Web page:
Dell started Tweeting about two years ago, when the system was pretty new. They don't get into how exactly they traced sales directly back to Tweets, but they're committed to the correlation. So given what they say are $6.5 million in Twitter-driven sales, the company's yearly return from Tweets is around $3.25 million. Dell also notes that its follower list has risen 23% in the last three months alone—which will likely correspond to a hefty skew in the number of PC units sold this year. Dell's Tweets also reach followers in 12 countries, and sales are happening in places that might be a surprise: $800,000 in sales over the last eight months alone came from Brazil.
But with Dell's turnover ticking upwards of $61 billion dollars in 2008, isn't this figure just an insignificant drop in Dell's ocean? Yes, if you're talking pure dead numbers. But according to Manish Mehta, VP of Dell Online, Dell apparently sees Twitter as a "very vibrant channel" partly due to its aggressive growth and partly due to the potential global reach, on a per-second basis, of a single Tweet.
And Mehta's point is made with good reason: How little did it cost Dell to send out those Tweets? It's got 100 employees Twittering in total, over 35 different Dell user identities. We can imagine that these guys are busily involved in Dell's greater PR effort, so they don't spend 40 hours a week Twittering. Imagining they spend 20% of their time writing Tweets, and factoring in a bit of basic math about wages etc, we can guess it cost Dell about $500,000 in man-hours per year to address its Twitter audience (and man-hours are about the only cost associated with using Twitter). That equates to a 1,300% return on investment when you look at the sales the effort has generated—a staggering figure. Assuming Twitter's popularity continues to rise dramatically, and knowing Dell's costs of Tweeting aren't going to rise as fast, that number is only likely to get better and better.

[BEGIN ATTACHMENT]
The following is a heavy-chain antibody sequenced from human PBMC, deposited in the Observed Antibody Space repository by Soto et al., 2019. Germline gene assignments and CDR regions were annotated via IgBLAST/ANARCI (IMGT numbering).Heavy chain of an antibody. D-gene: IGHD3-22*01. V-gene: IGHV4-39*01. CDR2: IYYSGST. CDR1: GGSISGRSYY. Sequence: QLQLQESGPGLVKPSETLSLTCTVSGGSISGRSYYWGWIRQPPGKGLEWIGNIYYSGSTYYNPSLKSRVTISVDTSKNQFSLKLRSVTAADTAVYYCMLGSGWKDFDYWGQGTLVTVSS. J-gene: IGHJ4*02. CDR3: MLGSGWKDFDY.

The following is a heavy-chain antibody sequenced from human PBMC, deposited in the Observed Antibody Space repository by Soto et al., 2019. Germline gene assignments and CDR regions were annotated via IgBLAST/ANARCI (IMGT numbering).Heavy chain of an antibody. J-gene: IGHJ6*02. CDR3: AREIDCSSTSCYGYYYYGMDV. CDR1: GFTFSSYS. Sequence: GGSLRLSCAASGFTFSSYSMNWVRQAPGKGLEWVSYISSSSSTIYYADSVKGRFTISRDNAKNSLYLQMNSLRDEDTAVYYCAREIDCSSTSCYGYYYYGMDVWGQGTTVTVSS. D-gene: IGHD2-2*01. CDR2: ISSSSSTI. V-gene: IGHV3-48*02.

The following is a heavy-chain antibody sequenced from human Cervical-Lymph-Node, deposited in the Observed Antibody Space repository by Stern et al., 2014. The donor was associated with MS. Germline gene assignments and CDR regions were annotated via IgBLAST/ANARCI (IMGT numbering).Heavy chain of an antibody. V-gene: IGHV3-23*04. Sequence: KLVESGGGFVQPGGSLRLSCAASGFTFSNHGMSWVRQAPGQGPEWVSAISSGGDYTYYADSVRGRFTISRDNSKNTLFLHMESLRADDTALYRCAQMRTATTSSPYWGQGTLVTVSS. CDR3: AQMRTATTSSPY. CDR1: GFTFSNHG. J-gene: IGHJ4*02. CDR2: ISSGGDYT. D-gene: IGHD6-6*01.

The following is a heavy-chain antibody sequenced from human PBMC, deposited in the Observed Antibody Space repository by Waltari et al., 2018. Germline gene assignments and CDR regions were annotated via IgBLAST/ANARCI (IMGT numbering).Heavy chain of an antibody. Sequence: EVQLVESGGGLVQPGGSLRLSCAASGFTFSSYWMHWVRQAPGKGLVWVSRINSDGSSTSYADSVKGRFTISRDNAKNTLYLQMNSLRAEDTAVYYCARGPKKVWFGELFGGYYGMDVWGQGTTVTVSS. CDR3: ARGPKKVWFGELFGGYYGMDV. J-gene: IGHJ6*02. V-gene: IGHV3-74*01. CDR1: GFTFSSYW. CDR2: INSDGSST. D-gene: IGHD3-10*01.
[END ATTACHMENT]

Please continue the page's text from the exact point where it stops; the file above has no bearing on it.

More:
Obviously it's not all easy, and there are pitfalls associated with using Twitter as a PR tool. One of which is being careful not to over-saturate the system with advertising: Twitter users will quickly be turned off the social net if all they see is PR fluff. But that's also the joy of Twitter as far as sellers like Dell are concerned—it's a consumer opt-in PR mechanism, and you only see Dell's Tweets if you follow the company's feeds or do a search. That means its a highly targeted channel and a means of garnering customer feedback too.